The generally accepted verdict on 20th-century ideology—that its “totalitarian” character eclipses any of the ostensible differences between its “left” and “right” versions—is one that few wish to dispute. Indeed, the very term totalitarian was most probably coined by the dissident Marxist Victor Serge, to denote a uniquely modern form of absolutism that essentially sought to abolish the private life and the individual conscience. As with concepts, so with consequences: David Rousset’s early classic, L’Univers Concentrationnaire, foreshadowed the image of “the camp” as the place where the human surplus of brute Utopianism was disposed of, no matter what the claimed character of the regime.
This convergence or symmetry does not automatically translate into a strict moral equivalence. More people may have been consumed by the Gulag than by the Nazi lager system. Yet Robert Conquest, the preeminent historian of Stalinism, when invited to pass a judgment, found the Hitlerite crimes to be more damnable. Pressed to enlarge on this, he replied: “I simply feel it to be so.” I think the intuition of many morally intelligent people would be the same.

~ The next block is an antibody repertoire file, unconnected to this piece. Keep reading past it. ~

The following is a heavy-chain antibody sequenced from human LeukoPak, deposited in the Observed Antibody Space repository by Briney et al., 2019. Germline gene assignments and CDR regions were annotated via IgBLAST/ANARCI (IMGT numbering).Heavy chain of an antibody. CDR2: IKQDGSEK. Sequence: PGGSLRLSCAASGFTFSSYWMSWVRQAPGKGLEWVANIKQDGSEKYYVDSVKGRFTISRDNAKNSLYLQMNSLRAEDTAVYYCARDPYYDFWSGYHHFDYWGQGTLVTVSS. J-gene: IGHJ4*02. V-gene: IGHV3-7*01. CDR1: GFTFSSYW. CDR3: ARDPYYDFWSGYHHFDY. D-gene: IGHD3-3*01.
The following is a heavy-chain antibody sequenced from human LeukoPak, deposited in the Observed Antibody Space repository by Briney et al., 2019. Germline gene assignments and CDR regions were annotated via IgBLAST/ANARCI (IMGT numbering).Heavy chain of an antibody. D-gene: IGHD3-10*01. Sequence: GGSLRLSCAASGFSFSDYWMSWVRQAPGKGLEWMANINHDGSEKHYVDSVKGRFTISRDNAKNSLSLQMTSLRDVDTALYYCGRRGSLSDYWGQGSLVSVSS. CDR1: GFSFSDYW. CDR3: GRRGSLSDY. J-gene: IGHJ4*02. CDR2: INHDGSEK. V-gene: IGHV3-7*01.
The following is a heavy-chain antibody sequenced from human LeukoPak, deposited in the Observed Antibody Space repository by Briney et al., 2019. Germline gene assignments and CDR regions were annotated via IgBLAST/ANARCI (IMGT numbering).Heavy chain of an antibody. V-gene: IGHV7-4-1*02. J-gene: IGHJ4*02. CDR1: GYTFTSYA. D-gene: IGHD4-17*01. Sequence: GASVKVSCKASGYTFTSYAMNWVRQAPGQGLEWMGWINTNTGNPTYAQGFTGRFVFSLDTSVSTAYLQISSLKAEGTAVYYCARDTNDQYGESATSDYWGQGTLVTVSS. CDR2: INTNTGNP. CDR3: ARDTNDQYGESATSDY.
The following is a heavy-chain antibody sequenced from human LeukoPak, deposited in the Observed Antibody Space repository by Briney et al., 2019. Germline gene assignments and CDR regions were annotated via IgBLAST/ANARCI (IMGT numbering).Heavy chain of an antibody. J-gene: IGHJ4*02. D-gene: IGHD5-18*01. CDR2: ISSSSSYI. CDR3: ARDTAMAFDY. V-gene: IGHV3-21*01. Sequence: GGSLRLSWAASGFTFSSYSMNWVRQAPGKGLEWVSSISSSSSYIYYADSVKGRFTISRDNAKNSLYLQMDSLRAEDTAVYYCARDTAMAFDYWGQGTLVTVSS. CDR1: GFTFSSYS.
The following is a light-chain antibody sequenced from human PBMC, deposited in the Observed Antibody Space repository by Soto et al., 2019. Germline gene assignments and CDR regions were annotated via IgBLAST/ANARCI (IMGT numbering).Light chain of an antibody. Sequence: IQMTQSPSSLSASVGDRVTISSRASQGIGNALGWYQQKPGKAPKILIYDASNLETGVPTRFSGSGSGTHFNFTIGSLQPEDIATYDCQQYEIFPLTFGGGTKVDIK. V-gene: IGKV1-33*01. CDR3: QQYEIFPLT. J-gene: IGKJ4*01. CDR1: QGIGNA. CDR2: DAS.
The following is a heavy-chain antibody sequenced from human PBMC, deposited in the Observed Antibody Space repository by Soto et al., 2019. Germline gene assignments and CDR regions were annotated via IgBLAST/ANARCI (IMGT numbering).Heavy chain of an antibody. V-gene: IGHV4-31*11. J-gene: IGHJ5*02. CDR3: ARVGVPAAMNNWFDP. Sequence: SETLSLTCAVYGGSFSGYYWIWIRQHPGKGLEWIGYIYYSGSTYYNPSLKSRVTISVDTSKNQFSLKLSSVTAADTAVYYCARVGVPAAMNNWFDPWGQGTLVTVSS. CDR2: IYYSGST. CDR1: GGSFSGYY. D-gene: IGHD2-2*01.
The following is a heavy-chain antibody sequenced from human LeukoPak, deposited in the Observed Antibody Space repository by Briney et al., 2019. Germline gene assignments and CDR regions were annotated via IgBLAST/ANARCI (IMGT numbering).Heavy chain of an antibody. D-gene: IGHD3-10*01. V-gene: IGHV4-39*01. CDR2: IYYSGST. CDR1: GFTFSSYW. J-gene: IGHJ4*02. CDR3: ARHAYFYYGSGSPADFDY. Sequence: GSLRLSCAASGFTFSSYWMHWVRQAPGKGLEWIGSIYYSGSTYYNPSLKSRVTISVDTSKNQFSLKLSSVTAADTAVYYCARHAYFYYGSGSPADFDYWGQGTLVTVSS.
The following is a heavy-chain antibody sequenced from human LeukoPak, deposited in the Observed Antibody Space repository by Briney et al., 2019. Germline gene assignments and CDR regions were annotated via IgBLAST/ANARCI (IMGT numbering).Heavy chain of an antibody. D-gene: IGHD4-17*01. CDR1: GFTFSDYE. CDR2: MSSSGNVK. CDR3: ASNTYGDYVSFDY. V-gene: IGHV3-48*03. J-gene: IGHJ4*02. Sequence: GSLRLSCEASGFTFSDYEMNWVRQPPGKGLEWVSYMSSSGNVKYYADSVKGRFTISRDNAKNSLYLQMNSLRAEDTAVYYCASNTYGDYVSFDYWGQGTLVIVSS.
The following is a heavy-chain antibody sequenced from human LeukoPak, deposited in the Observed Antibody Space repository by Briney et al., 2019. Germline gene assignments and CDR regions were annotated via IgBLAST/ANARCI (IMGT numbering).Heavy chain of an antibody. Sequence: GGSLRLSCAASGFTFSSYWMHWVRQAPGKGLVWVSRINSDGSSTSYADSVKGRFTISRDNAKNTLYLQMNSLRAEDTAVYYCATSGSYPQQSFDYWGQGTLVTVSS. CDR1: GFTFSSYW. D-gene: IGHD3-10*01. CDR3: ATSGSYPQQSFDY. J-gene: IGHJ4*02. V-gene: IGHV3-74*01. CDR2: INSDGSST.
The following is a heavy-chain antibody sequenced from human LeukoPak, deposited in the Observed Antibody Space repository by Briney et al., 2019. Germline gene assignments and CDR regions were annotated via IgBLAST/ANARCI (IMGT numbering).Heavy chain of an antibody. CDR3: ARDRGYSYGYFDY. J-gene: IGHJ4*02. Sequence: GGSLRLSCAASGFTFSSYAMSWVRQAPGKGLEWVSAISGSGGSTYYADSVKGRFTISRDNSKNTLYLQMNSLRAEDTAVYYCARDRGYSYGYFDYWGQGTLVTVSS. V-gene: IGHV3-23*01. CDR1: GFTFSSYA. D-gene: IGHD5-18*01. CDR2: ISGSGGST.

Another way in which a distinction might be drawn is this: we have no real record of any “dissident” writing by the minority of intellectuals who were drawn to Fascism and National Socialism. Indeed, were it not for a certain sick fascination with the pornography of violence and racism, there would be scant point in studying the political writings of Louis-Ferdinand Céline, let alone of Alfred Rosenberg, at all. Martin Heidegger and Giovanni Gentile may have laid down an obfuscatory barrage of pseudo-historical justification for the cult of supreme national leadership, but it survives mainly as a curiosity. Most important: it is quite impossible to imagine any terms in which they could ever have formulated a critique of Hitler or Mussolini as having betrayed the original ideals of their respective movements. The ideologies blankly forbade and foreclosed any such contingency.